The mineralocorticoid receptor is further expressed in endothelial cells where it downregulates the expression of the endothelial NO synthase [60,61]. Aldosterone leads to stiffening of endothelial cells which compromises endothelial cell deformation and subsequent activation of NO synthase [62,63]. This effect is again reversed by spironolactone [64]. Nitric oxide counteracts osteogenic transformation in part by modifying Pai1 expression [24]. Furthermore, aldosterone promotes the generation of oxidative stress and activation of NFκB [54], an effect partially due to upregulation of serum- and glucocorticoid-inducible kinase SGK1 [65]. SGK1 phosphorylates and thus activates the NFκB inhibitory protein IκB kinase IKK, which phosphorylates IκB leading to degradation of IκB and subsequent disinhibition and nuclear translocation of NFκB [65].

In CKD the impaired renal elimination of phosphate [66] leads to increased plasma phosphate concentrations, which trigger detrimental changes in the vasculature [18,22]. Expression of klotho is decreased correlating with enhanced plasma phosphate levels and an unfavorable course of the disease [37]. Markers of osteogenic transformation are found in arteries of CKD patients [18,67]. The vascular calcification leads to vascular events which presumably promote the high mortality of CKD patients [68]. Elevated plasma phosphate levels are associated with a higher risk of death and conversely some studies documented an increased lifespan of CKD patients on phosphate binders [66,69]. Several mechanisms contribute to the phosphate-induced vascular changes [3,21,24,25,28,33] and hyperaldosteronism may be a further contributor to vascular calcification [29,52]. Hyperaldosteronism is frequently found in CKD patients [70,71] so that aldosterone might contribute to enhanced vascular osteoinduction in the vessels of such patients [6].

Recent studies documented a beneficial effect of aldosterone antagonism [50,72,73,74,75,76,77,78,79,80,81,82,83,84,85,86,87,88,89,90,91,92,93,94,95,96,97,98]. In peritoneal dialysis patients, spironolactone treatment showed protective effects on cardiac function [99]. Furthermore, spironolactone treatment showed beneficial effects on endothelial dysfunction in hemodialysis patients without heart failure [100]. Most importantly, there is recent documentation that spironolactone treatment reduced the risk of both cardiovascular morbidity and death in hemodialysis patients [101]. Unfortunately, aldosterone antagonism is associated with the risk of hyperkalemia [102] in patients with and without remaining renal function. In CKD patients, an initial decline of estimated glomerular filtration rate was noted [103]. The occurrence of hyperkalemia is a risk, but occurs only in a low percentage of patients [101,102]. Clearly, further studies are required to assess the risks and benefits of aldosterone antagonism in CKD.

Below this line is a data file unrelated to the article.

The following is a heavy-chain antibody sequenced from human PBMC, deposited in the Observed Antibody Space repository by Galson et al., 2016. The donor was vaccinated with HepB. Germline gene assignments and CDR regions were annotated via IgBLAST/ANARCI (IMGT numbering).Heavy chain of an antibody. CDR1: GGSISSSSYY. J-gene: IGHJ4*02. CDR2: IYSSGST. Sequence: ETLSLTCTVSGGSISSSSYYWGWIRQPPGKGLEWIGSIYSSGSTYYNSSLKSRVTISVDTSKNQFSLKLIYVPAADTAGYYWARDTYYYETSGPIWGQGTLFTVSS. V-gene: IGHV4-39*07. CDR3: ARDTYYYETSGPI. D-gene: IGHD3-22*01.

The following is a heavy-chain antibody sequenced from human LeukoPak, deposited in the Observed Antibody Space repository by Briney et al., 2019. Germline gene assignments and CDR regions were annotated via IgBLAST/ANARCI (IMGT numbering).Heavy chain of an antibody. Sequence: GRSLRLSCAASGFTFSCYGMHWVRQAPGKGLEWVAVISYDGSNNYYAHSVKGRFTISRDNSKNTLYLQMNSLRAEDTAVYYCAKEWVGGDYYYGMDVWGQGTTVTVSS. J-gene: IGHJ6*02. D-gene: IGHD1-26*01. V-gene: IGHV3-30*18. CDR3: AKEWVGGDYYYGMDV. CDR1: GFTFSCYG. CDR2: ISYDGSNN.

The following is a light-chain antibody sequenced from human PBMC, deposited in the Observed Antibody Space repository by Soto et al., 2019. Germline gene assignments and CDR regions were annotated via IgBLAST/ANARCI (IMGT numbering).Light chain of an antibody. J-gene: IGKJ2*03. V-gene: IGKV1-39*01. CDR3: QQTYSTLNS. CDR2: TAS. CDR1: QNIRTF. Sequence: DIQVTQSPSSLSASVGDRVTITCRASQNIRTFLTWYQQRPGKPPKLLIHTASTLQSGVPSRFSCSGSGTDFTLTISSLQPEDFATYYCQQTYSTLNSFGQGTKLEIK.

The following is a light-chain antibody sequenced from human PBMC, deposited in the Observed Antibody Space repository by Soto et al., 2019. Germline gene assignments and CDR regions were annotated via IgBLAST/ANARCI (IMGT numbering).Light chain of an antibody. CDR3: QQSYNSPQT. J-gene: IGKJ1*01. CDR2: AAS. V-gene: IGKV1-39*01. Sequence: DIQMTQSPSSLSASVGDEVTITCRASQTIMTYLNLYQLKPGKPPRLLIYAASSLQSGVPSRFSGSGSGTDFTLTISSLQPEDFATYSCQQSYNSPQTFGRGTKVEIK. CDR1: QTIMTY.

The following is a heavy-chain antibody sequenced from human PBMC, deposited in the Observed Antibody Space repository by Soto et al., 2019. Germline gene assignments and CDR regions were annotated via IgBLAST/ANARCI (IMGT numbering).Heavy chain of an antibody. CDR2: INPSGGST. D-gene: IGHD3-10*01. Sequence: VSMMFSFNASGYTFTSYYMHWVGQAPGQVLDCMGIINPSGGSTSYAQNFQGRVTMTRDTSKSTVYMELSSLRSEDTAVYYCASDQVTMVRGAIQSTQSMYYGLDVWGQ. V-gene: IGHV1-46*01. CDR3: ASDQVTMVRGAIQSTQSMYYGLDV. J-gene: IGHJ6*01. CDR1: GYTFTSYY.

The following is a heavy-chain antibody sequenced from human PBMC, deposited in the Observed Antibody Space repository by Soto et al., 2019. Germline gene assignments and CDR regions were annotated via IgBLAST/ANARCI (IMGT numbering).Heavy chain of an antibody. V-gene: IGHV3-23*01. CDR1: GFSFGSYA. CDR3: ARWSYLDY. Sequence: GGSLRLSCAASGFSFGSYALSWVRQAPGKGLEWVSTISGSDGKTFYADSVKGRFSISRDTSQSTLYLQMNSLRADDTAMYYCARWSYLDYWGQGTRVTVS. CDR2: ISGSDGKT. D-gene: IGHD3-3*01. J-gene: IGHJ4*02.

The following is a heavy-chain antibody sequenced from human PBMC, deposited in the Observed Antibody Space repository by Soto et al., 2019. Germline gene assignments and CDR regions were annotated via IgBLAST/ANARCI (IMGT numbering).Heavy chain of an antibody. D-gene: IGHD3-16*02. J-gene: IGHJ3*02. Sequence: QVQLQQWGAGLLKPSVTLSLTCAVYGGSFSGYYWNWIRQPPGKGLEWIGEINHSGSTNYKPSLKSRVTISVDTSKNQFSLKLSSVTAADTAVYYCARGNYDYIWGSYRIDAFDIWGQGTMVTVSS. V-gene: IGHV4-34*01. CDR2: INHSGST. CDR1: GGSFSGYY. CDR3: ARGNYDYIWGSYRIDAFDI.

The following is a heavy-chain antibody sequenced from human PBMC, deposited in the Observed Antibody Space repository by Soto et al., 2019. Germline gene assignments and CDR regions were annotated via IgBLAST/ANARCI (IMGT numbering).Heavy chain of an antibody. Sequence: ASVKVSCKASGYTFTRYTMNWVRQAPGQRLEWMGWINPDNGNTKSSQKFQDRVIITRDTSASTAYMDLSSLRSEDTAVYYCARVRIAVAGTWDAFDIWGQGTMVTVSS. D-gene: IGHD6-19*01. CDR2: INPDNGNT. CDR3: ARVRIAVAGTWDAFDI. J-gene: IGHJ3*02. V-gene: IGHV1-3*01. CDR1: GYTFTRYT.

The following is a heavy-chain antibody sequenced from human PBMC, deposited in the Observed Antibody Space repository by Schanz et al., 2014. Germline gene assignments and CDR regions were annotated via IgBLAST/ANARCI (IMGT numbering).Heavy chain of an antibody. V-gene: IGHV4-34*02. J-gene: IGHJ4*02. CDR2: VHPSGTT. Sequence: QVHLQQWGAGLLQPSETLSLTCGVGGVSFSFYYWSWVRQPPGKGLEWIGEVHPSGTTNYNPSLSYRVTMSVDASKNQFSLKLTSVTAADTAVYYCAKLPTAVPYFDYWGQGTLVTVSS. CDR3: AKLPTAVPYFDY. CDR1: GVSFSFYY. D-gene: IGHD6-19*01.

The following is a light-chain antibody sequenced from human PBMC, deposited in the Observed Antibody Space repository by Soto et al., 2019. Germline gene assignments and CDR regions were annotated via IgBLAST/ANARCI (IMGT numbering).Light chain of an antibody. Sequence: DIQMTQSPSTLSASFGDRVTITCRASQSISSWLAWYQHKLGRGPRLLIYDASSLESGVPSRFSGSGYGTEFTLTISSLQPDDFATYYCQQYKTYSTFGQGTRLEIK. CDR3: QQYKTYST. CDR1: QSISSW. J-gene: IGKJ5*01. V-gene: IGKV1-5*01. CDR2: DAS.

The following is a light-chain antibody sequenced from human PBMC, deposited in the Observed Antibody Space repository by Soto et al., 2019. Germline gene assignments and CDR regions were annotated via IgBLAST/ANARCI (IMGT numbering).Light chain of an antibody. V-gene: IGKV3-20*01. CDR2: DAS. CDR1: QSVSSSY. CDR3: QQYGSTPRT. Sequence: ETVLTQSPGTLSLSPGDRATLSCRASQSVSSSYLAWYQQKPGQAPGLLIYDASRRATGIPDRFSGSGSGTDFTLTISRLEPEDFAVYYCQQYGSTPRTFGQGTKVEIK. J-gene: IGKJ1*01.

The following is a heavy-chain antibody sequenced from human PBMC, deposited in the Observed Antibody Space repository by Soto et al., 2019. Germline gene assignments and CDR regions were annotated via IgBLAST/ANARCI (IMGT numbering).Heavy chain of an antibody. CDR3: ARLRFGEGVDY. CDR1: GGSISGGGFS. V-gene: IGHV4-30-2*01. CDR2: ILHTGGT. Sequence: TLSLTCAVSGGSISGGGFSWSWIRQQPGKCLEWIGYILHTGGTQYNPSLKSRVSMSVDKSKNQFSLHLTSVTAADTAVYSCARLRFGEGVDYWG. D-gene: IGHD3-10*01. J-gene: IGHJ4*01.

Aldosterone upregulates the type III sodium-dependent phosphate transporter Pit1 and thus contributes to the osteoinductive cascade involved in vascular calcification [29,52]. The effect is reversed by the mineralocorticoid receptor antagonist spironolactone. Spironolactone or other aldosterone antagonists are thus expected to delay the onset of vascular calcification by reducing transdifferentiation of VSMCs into osteo-/chondroblast-like cells. Future analysis will reveal whether mineralocorticoid antagonism can accomplish reduction of vascular calcification without untoward side effects [70].